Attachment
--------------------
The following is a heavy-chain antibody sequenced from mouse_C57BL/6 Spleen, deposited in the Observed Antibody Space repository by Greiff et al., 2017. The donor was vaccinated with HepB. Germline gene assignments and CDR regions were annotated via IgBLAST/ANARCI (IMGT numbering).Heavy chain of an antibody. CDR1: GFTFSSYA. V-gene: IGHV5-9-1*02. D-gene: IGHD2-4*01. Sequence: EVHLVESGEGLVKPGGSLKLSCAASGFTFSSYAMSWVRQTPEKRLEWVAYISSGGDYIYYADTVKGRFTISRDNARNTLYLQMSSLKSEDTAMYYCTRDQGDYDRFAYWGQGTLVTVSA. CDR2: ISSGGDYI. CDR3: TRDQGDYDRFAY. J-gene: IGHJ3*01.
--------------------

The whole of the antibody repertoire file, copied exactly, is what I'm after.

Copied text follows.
The following is a heavy-chain antibody sequenced from mouse_C57BL/6 Spleen, deposited in the Observed Antibody Space repository by Greiff et al., 2017. The donor was vaccinated with HepB. Germline gene assignments and CDR regions were annotated via IgBLAST/ANARCI (IMGT numbering).Heavy chain of an antibody. CDR1: GFTFSSYA. V-gene: IGHV5-9-1*02. D-gene: IGHD2-4*01. Sequence: EVHLVESGEGLVKPGGSLKLSCAASGFTFSSYAMSWVRQTPEKRLEWVAYISSGGDYIYYADTVKGRFTISRDNARNTLYLQMSSLKSEDTAMYYCTRDQGDYDRFAYWGQGTLVTVSA. CDR2: ISSGGDYI. CDR3: TRDQGDYDRFAY. J-gene: IGHJ3*01.